After years of controversy, the Park Authority owns Silver Lake and is planning recreation uses and facilities. What should citizens expect to see at Silver Lake?  

When Silver Lake was transferred to the Park Authority in 2009, Supervisors May and Nohe recommended deed restrictions to ensure citizens that recreation uses would be limited to passive uses, as highlighted during the rezoning.

Although their proposal failed, the Board resolution transferring Silver Lake to the Park Authority emphasized passive recreation as a result of their efforts. This resolution provided the basis for the County’s proffer interpretation – or policy decision – defining recreation uses allowed at Silver Lake Park, which was initiated by Gainesville resident Jacob Frank.  

This interesting proffer interpretation sets the standard for reviewing the Park Authority’s current Master Plan proposals.  It confirms that Silver Lake is a “resource-based” park where recreation is limited to passive uses, as defined by the Comprehensive Plan. 

According to the Comprehensive Plan, the intent of a resource-based park is to primarily preserve, protect, and interpret natural and/or cultural resources.  

Passive recreation includes those uses that generally require or result in little or no alteration of the landscape and produce little or no light, noise or visual intrusion on their surroundings. Passive uses may require trails, small footprint buildings for restrooms or visitor centers, parking, etc. Examples may include jogging, birding, photography, nature study, fishing, canoeing or kayaking (depending on the access needs), biking or horseback riding.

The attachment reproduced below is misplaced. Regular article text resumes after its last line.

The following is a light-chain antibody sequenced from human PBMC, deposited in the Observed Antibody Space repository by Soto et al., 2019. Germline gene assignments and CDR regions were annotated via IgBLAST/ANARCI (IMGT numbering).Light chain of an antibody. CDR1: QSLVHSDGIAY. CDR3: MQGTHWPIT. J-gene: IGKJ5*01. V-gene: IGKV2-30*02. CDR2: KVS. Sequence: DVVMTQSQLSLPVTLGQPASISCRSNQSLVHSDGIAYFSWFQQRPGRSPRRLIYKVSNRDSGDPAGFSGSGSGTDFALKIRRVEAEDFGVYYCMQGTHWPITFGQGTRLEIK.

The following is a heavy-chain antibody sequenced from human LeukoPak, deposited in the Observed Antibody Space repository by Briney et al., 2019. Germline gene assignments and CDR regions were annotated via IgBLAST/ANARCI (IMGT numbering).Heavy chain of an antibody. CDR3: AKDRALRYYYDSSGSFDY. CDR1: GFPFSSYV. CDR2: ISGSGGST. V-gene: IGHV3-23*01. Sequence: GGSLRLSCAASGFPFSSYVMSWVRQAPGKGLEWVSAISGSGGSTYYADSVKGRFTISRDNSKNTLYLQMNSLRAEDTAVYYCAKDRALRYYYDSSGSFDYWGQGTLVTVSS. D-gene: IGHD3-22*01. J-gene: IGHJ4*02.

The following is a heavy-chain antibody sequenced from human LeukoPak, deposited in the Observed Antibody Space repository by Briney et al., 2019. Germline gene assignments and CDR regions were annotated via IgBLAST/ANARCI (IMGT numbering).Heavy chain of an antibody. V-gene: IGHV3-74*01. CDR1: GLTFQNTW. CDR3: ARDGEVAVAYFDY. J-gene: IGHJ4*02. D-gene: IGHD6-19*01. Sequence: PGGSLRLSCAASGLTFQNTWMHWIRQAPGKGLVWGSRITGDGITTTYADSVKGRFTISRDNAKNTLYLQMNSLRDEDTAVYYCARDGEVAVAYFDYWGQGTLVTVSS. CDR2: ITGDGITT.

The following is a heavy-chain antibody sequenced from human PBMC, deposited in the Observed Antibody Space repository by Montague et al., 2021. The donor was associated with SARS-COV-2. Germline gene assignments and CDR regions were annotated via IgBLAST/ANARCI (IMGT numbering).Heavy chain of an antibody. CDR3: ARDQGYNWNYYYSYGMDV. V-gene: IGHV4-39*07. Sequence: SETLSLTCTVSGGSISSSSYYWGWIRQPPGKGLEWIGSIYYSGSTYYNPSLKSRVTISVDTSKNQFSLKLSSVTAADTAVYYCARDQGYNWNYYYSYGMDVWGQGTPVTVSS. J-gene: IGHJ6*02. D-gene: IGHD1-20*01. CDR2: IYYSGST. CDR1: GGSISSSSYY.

The Park Authority’s Master Plan proposals should match these goals. If not, according to the proffer interpretation, Supervisors are required to vote on a new resolution for Silver Lake Park before planning or development could move forward.

The Master Plan proposals should also identify and locate all natural features, which requires an inventory of the property. In fact, the Comprehensive Plan calls for inventories for parkland to identify rare, sensitive and high quality natural and cultural resources.

The map on this page, here, shows some natural features found at Silver Lake, including the Upland Depression Swamp, but only hints at what might be found through an inventory of the entire site.

Although none occurred at Silver Lake, Prince William resident and recognized habitat specialist Charles Smith discovered globally rare natural areas, which were subsequently confirmed by the Virginia Dept. of Conservation & Recreation Natural Heritage Division.

What else might be out there? We can't be sure, the Park Authority’s current proposals do not show natural features or include information on an inventory.

There's little or no information on the extent of recreation activities. What is equestrian camping and how much space does it require? What is an “Activity Building?” Where are all the streams, wetlands, forests and fields? Why would you park equestrian trailers near wetlands? Where are the high quality habitats? Are invasive plants a problem? How will natural areas be managed?

There’s a lot of unanswered questions. Silver Lake Park has been a long time coming. It’s worth getting right this time. The Park Authority will review the proposals at their meeting Wednesday, March 24, 7:30 pm at their Helwig Park headquarters.

Email Board members to share your views. Copy Supervisors so they know how their transfer of Silver Lake to the Park Authority is working out.